According to the broaden-and-build theory, positive emotions like happiness, interest and love, broaden our awareness. Where negative emotions tend to narrow our thinking, positive emotions encourage curious, exploratory and innovative thoughts and actions. Practising this builds intellectual, physical, social and psychological skills and resources over time.

Here are some areas that researchers are looking into to increase and sustain happiness and wellbeing.

Happiness Strategy #1
Get social

The happiest 10% of students at the University of Illinois had strong relationships with friends and family making a commitment to spend time with them. This study by Diener and Seligman illustrates some of the strongest factors related to happiness: good social skills; strong interpersonal relationships and social support. Spend time with friends, make new ones and prioritise time with them.

Happiness Strategy #2
Find your strengths

In a study by Seligman, Park and Peterson, individuals who identified their strengths and used their top five strengths in a new way experienced increased happiness and reduced depressive symptoms for six months. Find your strengths here.

Happiness Strategy #3
Be here now

Practising mindfulness meditation or relaxation training increase positive mood over time as well as reduce stress. Mindfulness meditation works especially well for reducing distraction, trait anxiety and rumination (repetitive focus on symptoms of distress and possible causes and consequences). Mindfulness Meditation also increases empathy and self compassion.

Happiness Strategy #4

Write a letter to someone you are grateful to and deliver it in person. This could give you a large boost in happiness lasting a month. Counting your blessings regularly can give you a happiness boost lasting six months with a decline in depressive symptoms. Gratitude exercises can even improve physical health and make you feel more energetic, according to Psychologist, Robert Emmons.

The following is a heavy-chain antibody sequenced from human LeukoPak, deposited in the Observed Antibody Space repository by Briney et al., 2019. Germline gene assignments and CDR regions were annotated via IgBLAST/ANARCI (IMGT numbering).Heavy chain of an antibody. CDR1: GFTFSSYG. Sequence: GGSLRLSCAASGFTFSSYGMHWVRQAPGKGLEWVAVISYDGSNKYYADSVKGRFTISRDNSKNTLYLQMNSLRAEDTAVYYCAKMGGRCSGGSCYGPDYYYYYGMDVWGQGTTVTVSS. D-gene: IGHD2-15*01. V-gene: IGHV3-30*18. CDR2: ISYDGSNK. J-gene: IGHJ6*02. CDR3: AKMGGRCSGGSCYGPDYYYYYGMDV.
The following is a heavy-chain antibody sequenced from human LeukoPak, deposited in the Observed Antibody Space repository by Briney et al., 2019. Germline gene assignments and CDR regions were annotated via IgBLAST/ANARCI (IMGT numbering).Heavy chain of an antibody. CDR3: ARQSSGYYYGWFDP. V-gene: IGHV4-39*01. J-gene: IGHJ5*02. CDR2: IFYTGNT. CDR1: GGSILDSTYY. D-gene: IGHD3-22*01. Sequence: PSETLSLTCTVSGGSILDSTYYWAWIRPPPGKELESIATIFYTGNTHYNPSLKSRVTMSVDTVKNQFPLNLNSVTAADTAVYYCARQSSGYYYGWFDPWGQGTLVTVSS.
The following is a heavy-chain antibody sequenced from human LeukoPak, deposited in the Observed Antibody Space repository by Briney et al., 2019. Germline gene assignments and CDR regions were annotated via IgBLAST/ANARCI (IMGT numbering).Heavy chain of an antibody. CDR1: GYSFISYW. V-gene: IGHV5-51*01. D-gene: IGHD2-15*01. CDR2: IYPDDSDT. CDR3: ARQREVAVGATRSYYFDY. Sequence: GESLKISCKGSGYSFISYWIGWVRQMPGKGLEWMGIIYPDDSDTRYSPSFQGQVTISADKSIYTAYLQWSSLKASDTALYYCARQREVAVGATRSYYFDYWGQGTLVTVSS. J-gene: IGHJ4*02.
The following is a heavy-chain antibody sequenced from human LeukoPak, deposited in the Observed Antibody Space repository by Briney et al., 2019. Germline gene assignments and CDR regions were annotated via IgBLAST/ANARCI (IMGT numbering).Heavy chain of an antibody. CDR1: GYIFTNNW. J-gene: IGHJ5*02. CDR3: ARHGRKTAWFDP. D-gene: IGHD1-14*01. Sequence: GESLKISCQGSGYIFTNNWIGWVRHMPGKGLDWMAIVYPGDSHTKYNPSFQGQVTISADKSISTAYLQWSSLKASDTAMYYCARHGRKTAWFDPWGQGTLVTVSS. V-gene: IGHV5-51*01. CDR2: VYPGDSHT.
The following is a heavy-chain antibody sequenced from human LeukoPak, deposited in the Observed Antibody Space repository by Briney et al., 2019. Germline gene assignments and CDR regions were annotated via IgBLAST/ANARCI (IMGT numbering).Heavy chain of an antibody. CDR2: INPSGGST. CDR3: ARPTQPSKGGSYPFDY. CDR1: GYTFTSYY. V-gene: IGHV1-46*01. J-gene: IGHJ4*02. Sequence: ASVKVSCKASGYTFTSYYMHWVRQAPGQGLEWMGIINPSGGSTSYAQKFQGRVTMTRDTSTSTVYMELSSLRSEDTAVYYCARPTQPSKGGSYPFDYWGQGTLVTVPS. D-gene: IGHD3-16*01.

Happiness Strategy #5
Help out

In a study by Lyubomirsky, individuals felt measurable happiness boosts from performing five acts of kindness weekly. Becoming involved in a charity, helping a child with homework, or visiting a relative are just some ideas. Kindness fills your life with meaning and purpose, distracting you from your troubles and making you feel generous and capable. Connecting with others is a happiness booster in itself.

Happiness Strategy #6
Best you

Imagining a positive future daily for a week in different areas of your life  can increase happiness for six months and decrease depressive feelings for three months. Make sure you write about it including how you solved current issues to reach these outcomes. This is a finding in a recent study done by Shapira and Mongrain.

Happiness Strategy #7
Body Basics

Getting enough sleep, exercising regularly, eating a balanced diet, stretching, smiling and laughing are all short term happiness boosters, with good health paying long term dividends.

Happiness Strategy #8
Goal-centred hope

Setting meaningful and achievable goals and identifying opportunities to fulfill them can boost self esteem and curtail anxiety. Finding ways to stay motivated to pursue your goals, prevent or deal with obstacles, change the plan if necessary to stay on track and evaluate progress towards your goal all help to gain a sense of control and encourage action.

Happiness Strategy #9
Make it last

Focus on pleasurable moments and savour them. This could be as simple as admiring a strawberry before you eat it and concentrating on the flavour or basking in a happy moment with a loved one. You can even take a mental snapshot for a time that needs some brightening.

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Chiesa, A., & Serretti, A. (2009). Mindfulness-based stress reduction for stress management in healthy people: A review and Meta-Analysis. The Journal of alternative and complementary medicine, 15 (5), 593-600.

Jain S, et al. (2007). A randomized controlled trial of mindfulness meditation versus relaxation training:  Effects on distress, positive states of mind, rumination, and distraction. Ann Behav Med, 33(1), 11–21.

Seligman M, et al. (2005) Positive Psychology progress: Empirical validation of interventions. American Psychologist, 60(5), 410 – 421.

Sheldon, K. M., & Lyubomirsky, S. (2006). How to increase and sustain positive emotion: The effects of expressing gratitude and visualising best possible selves. The Journal of Positive Psychology, 1(2), 73-82.

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